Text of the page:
High Fidelity Reviews
Based on a novel, this is a fun, witty, and excellent romantic dramedy.
Rob Gordon is a 30-something record store owner and feverish music collector who, after a bad break up, decides to go through his past relationships to figure out what went wrong, and how to improve his chances in the future.
Along the way he has to deal with his two equally obsessive and nutty employees, and learn to balance his youthful passions with the realities of having to be a responsible adult.
Like I said, I can relate to this movie. A lot. I'm not exactly like Rob, but I do share some of his quirks, tendencies, and general outlook on life. Our tastes in music are similar, too, but not quite the same. I would definitely say I'm somewhat of a snob (unfortunately), but more so with films than music.
John Cusack is perfect here, and this is easily his best and most likable character. He really nails the obsessive music fanatic trying to reassess his place in the world. As his employees Dick and Barry, Todd Louiso and Jack Black (especially Black) are likewise quite awesome, and a blast to watch. They too nail the character type, and provide for many of the film's biggest laughs.
Then newcomer Iben Hjejle is quite fine as Rob's most recent ex Laura, and I'm kinda bummed out that she hasn't really done anything since. Another of Rob's former flames is played by Catherine Zeta Jones, and she is a delight. Then there's Tim Robbins as a nutty yuppie/Rob's former neighbor/Laura's new flame. He's perfectly smarmy and really excels at making you dislike him.
The writing is quite strong, but not perfect. If you want a strong plot, then go somewhere else. This one's pretty light on narrative, and, while it's not the deepest film ever, it does still have some substance to it. For the most part, the film is fairly down to Earth and realistic, and that's both a good and bad thing. I mean, especially if you can relate, then some of this might be a bit uncomfortable to watch. But, it does at least end in a fairly satisfactory way.
All in all, though, this film rocks. As I said, it's a favorite of mine, so I am biased, but still, you should definitely check this out.
A slice-of-life comedy about the pitfalls of love, Cusack once again proves why he's a dynamic force. His breaking of the fourth wall is most enjoyable, using it as a catharsis of sorts. I find that his character, Rob Gordon, is not unlike myself in a few ways. We're both heavily introspective, we stay out of fights between friends/co-workers (sometimes playing Devil's advocate just to get a resolution) and most importantly, we make Top 5's out of just about anything (well I have to do something to pass the time at work when I'm alone). Though I haven't seen Evil Dead 2 yet... (don't tell Jack Black's character, Barry).
On the subject of Jack Black, I found his role quite surprising here. He's laid back, sure, but also subdued and without manic energy. This is not a complaint, however, as it's nice to see him in this sort of role. If it weren't for the fact that this is based on a book and the dialogue probably being lifted straight from it, I'd say its almost like Jack walked on set and used his own thoughts to form dialogue. Wouldn't surprise me, being the keen musician he is.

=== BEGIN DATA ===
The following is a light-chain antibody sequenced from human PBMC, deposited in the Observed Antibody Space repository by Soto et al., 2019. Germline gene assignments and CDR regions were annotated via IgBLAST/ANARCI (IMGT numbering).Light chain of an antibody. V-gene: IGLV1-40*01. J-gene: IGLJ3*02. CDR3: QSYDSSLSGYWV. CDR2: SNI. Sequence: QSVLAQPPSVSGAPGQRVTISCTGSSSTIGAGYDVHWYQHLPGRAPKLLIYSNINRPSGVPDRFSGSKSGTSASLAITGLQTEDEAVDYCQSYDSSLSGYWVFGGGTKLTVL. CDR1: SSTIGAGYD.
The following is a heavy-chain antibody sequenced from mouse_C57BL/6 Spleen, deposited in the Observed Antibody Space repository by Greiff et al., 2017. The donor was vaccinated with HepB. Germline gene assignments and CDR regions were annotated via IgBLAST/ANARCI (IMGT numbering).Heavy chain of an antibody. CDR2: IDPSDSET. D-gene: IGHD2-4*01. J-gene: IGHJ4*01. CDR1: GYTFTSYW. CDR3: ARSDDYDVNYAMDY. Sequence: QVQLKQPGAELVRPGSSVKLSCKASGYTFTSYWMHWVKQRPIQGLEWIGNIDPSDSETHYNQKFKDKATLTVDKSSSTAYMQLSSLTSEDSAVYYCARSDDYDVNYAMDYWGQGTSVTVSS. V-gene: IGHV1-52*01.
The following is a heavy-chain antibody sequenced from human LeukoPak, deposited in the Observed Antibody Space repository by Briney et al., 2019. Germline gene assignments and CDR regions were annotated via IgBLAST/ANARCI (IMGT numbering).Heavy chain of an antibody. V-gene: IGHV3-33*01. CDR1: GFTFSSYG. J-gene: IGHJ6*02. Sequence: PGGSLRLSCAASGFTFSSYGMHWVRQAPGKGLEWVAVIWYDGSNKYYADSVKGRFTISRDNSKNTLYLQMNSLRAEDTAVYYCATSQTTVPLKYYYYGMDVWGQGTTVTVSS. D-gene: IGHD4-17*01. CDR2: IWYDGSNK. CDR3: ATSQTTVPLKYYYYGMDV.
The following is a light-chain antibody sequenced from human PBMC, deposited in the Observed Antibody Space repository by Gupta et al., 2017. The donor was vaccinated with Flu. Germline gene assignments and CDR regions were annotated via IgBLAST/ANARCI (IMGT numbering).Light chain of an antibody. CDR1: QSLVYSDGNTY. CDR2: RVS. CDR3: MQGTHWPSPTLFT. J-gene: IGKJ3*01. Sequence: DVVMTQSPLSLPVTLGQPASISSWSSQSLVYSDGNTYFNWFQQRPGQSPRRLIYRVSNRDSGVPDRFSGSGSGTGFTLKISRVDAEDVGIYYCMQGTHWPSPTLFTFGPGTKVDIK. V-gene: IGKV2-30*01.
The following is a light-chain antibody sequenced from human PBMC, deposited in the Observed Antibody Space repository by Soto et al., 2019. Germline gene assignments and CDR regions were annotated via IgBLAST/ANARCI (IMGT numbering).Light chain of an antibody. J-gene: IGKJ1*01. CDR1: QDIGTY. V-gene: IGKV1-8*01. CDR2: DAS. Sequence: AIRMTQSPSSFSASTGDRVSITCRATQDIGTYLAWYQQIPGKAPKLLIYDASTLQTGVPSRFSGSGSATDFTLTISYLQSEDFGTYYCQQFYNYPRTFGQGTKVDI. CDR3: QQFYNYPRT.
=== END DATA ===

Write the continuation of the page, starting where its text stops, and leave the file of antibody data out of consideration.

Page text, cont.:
If I didn't know better, I'd swear it was a Cameron Crowe film. He does slice-of-life comedies too and his ear for music is unparalleled. This film has some great music too and some excellent music references (bonus points for bringing up The Night Chicago Died by Paper Lace).
The idea of going back through your past to examine your present love life really resonates with me. Some say to leave the past in the past, I say if you forget your past, you're going to make the same mistakes over and over. Sure it's okay to try and repress certain memories to an extent (school being one of those for this reviewer) but analysis of the past could lead to a present epiphany. Rob Gordon understands this and this forms the driving force of the story. He sees old girlfriends years after things have ended in an attempt to stop this pattern repeating. Sometimes I think I could benefit from that, maybe that's another thing Rob and I have in common.
Throw in a wonderful performance from Catherine Zeta-Jones and you have a very thought-provoking experience.
Rob, a record store owner and compulsive list maker, recounts his top five breakups, including the one in progress.
High Fidelity is a brave, creative, witty, and wry look at one young man's coming to grips with love and sorting through the requisite regrets, recriminations, rationalizations, reconciliations and ultimate realization. Built around an intelligent, non-stop script; an excellent talk-to-the-camera performance by Cusack; and a cadre of quality supporting actors, this film will be lauded and loathed for it's break-the-rules bravura, it's esoteric pop music purist milieu, and it's very male perspective. High Fidelity showcases some great acting to everyone concerned and is possibly John Cusack's finest hour...so far.